(Re)Viewing Health Communication and Related Interdisciplinary Curricula: Towards a Transdisciplinary Perspective: Nichole Egbert, James L. Query Jr., Margaret M. Quinlan, Carol A. Savery, Amanda R. Martinez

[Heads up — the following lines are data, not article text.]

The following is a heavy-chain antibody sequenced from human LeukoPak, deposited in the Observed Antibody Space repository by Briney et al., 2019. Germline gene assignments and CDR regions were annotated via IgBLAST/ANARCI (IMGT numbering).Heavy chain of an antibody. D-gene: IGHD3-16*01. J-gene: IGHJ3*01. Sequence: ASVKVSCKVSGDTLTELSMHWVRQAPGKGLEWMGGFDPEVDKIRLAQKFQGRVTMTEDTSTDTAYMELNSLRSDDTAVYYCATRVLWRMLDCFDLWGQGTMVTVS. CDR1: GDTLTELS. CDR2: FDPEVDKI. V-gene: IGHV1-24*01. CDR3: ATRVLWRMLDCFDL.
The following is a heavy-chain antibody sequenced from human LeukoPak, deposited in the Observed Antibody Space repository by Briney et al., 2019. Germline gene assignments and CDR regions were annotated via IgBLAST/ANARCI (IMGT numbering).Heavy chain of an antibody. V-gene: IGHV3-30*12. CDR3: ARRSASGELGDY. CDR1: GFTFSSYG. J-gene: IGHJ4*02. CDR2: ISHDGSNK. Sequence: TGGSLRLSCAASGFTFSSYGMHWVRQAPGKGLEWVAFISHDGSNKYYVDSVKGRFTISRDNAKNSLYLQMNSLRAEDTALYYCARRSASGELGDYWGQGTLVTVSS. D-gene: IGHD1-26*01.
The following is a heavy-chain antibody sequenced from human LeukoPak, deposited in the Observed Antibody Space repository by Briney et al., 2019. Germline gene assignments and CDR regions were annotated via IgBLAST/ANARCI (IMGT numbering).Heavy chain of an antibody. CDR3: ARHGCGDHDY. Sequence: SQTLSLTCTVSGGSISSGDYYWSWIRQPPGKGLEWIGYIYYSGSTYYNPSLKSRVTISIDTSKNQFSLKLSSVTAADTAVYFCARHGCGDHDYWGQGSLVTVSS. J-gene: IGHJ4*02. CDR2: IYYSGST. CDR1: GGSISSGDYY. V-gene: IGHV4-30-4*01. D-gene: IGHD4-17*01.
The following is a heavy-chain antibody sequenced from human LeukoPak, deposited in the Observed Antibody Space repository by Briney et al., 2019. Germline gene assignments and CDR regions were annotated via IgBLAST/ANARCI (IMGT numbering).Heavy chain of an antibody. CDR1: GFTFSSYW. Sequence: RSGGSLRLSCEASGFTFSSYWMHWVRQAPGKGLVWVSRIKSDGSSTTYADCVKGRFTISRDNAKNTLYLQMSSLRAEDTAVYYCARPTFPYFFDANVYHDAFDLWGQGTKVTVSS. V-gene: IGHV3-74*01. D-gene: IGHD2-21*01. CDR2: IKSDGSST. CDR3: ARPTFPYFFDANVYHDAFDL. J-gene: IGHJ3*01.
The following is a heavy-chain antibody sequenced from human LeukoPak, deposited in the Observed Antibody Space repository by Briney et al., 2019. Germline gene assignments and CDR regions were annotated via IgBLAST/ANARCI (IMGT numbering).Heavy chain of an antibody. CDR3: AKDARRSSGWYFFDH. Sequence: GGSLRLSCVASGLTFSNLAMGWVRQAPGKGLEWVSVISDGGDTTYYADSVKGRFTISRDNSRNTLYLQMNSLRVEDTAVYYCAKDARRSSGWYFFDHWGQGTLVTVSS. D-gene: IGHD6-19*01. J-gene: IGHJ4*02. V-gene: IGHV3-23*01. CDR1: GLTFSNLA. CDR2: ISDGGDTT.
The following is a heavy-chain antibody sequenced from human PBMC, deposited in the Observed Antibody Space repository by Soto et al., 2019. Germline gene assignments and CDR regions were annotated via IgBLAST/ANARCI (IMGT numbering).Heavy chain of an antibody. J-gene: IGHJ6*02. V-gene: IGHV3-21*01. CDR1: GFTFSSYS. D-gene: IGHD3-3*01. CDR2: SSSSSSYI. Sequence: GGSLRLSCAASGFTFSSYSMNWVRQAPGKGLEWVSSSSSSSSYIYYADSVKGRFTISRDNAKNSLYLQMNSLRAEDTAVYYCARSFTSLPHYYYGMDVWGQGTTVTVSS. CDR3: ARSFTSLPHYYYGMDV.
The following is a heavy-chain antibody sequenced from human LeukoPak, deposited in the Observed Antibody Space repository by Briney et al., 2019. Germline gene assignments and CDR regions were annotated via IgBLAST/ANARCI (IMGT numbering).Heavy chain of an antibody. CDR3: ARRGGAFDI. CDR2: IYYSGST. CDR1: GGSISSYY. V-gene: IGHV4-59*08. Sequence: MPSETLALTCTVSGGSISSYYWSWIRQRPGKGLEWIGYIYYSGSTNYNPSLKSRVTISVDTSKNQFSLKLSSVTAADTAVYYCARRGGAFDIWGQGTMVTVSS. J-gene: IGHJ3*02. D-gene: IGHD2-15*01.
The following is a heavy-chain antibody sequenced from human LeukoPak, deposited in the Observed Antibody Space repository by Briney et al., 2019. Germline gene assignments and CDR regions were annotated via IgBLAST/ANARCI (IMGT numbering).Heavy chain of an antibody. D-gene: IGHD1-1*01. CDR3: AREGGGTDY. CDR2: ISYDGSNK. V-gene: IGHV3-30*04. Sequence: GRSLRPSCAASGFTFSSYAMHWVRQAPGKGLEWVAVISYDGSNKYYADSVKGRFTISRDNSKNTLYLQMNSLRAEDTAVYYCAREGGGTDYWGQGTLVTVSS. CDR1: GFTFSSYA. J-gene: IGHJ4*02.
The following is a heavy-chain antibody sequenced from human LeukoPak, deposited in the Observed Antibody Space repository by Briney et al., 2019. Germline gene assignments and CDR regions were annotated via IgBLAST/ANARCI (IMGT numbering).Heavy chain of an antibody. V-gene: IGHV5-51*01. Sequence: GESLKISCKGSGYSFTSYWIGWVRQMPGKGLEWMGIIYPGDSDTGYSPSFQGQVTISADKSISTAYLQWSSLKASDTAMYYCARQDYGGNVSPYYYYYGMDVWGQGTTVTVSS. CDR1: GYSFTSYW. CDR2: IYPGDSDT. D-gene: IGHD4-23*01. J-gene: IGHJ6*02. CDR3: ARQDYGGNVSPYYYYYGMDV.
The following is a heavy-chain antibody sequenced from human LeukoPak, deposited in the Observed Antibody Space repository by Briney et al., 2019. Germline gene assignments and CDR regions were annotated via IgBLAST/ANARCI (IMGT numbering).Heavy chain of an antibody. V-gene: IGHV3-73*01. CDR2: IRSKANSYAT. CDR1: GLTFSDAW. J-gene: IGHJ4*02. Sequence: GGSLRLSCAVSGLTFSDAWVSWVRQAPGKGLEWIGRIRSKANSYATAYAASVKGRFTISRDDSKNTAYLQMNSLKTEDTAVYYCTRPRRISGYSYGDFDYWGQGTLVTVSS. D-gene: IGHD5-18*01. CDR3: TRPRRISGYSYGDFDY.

In light of the preceding growth, it would seem reasonable to suggest that health communication-driven curricula, inside and outside the communication discipline, would refl ect a similar progression. There have been several nationwide studies of a variety of communication courses, but as of this date, there has been no systematic and comparative investigation into health communication-related curricula in public health, nursing, or medicine. The nationwide studies include intercultural communication (Beebe & Biggers 1986); speech communication in secondary schools (Book & Pappas, 1981); graduate courses in argumentation theory (Benoit & Follert, 1986); quantitative and qualitative communication research methods (Frey, Anderson, & Friedman, 1998; Frey & Botan, 1988); oral communication in K-12 grades (Hall, Morreale, & Gaudino, 1999); and health communication (Query, Wright, Bylund, & Mattson, 2007). And although there has been an increase in the number of health communication courses off ered within some communication departments, comprehensive health communication programs with more than two or three courses remain relatively sparse (see Query et al., 2007)—73% of 77 respondents indicated their department off ered a health communication course in 2007 (Query et al., 2007), compared to 20% of 148 participants who indicated a similar course was off ered in 1999 (Waldrope, 1999). An examination of key communication pedagogical references further supports the dearth of information concerning the development and growth of health communication curricula within the fi eld (see Daly, Friedrich, & Vangelisti, 1990; Friedrich, 1981; Friedrich & Boileau, 1990; Harter, Dutta, & Cole, 2009; Johnson, 1992; Lederman, 1992).